Apple doesn’t dominate in most product categories — and that’s a very good thing


In an increasingly tribal world where seemingly everything, including consumer support of trillion-dollar corporations, has turned into unwavering fandom and cheerleading, it’s easy for Apple users to forget that sometimes a moderate success, instead of a home run, is what’s best for everyone involved.

There are arguably two hardware segments where Apple is the dominant product maker — that is to say, the company is believed, by market estimates, to control more than 50 percent of sales. Unofficial sales tallies suggest the iPad owns the tablet space, with a global share at or above 50%, while it has been said that the Apple Watch is the most popular smartwatch in the world.

Just the iPad and Apple Watch — that’s it. In basically every other space — smartphones, computers, smart speakers, streaming set-top boxes — Apple has a respectable share of the market, but is not the dominant player by sales volume or user count.

Even in the headphone market, where AirPods are the most popular completely wireless headphones, you need to dive down to a subcategory to find a way to claim Apple commands the category. Arguing Apple “dominates” the headphone market would be like saying Subway owns more than half of the sandwich business — you’d have to willfully ignore every deli, restaurant and bodega on the planet.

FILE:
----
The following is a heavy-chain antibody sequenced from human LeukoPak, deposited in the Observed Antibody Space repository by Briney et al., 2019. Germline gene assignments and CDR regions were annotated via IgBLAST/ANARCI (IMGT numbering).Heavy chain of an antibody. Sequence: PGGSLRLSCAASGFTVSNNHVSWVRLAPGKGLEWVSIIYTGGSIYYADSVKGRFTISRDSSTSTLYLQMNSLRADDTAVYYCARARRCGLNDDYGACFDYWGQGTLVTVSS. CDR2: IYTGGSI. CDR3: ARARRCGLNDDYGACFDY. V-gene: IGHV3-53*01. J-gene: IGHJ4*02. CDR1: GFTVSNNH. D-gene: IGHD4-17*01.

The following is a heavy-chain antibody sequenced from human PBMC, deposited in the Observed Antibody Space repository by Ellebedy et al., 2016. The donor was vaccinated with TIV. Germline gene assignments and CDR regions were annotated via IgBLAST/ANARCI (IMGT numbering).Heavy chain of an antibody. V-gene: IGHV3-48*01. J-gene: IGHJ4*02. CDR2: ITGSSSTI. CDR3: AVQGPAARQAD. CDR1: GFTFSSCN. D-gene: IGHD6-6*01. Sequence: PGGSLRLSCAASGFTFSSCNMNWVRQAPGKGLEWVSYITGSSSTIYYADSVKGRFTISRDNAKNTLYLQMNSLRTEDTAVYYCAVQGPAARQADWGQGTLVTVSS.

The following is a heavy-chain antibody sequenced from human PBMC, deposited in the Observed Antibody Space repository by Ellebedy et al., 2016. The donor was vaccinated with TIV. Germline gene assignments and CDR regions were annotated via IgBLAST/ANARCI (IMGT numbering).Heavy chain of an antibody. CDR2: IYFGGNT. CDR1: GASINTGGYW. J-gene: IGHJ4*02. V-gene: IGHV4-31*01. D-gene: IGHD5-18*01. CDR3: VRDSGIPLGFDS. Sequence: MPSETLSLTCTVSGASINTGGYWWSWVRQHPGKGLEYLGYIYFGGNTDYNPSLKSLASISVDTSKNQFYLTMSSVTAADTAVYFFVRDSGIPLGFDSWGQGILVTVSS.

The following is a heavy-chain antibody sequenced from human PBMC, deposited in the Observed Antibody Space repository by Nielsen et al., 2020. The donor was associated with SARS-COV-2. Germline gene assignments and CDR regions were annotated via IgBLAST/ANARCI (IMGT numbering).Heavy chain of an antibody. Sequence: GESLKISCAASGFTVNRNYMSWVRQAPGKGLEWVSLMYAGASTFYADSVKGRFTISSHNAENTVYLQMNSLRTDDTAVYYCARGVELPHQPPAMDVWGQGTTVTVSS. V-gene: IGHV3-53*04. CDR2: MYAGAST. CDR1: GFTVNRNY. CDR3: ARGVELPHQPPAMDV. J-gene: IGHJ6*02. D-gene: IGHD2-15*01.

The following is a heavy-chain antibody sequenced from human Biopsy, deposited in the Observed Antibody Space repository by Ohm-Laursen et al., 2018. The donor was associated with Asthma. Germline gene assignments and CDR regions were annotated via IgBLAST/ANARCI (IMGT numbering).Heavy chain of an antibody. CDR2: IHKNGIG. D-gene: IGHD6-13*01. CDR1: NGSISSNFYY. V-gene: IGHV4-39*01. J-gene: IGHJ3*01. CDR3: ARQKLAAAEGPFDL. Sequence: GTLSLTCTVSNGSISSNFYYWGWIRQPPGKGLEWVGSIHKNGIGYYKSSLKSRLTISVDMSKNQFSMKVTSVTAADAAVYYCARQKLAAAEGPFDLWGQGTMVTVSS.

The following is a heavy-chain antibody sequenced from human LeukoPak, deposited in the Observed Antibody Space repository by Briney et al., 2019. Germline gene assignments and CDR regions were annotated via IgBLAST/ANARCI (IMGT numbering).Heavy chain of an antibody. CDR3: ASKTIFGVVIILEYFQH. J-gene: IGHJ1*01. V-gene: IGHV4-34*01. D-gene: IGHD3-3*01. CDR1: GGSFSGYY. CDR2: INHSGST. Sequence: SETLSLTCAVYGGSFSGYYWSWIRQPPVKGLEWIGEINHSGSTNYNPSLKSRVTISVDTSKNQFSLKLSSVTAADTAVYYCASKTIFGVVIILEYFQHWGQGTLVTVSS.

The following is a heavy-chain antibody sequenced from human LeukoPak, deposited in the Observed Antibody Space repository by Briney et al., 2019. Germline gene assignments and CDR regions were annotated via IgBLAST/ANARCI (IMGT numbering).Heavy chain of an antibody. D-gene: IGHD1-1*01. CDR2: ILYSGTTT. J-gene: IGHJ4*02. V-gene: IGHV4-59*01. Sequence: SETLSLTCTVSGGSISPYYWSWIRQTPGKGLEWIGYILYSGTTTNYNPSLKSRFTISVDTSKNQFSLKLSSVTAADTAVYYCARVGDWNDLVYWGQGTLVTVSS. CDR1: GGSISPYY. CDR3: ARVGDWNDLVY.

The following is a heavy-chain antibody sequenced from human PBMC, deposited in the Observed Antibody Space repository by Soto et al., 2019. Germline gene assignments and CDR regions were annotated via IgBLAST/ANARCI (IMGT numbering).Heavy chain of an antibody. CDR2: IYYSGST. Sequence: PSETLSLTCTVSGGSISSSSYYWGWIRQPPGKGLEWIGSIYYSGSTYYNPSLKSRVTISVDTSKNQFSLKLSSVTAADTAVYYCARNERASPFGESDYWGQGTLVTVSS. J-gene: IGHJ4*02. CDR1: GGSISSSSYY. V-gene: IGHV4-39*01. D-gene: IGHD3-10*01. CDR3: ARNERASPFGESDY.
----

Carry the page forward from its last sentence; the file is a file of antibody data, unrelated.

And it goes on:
Ultimately, it’s a very good thing that Apple doesn’t crush the opposition in these product categories for two key reasons: regulation, and competition.

You’ll notice that up until now I have only spoken about Apple’s success in selling hardware. What about software and services? A case could be made that Apple’s App Store, which is by far the most profitable mobile software storefront, is an unfair monopoly.

That’s certainly the argument Epic Games has attempted in its ongoing “Fortnite” lawsuit with Apple.

Things aren’t that simple, however. With the App Store, the concept of “market share” is more difficult to quantify, particularly if one compares the App Store to digital software sales beyond Android.

Yes, the App Store routinely trounces the Google Play Store in revenue, as more iPhone and iPad users are willing to pay for software and subscriptions than those…

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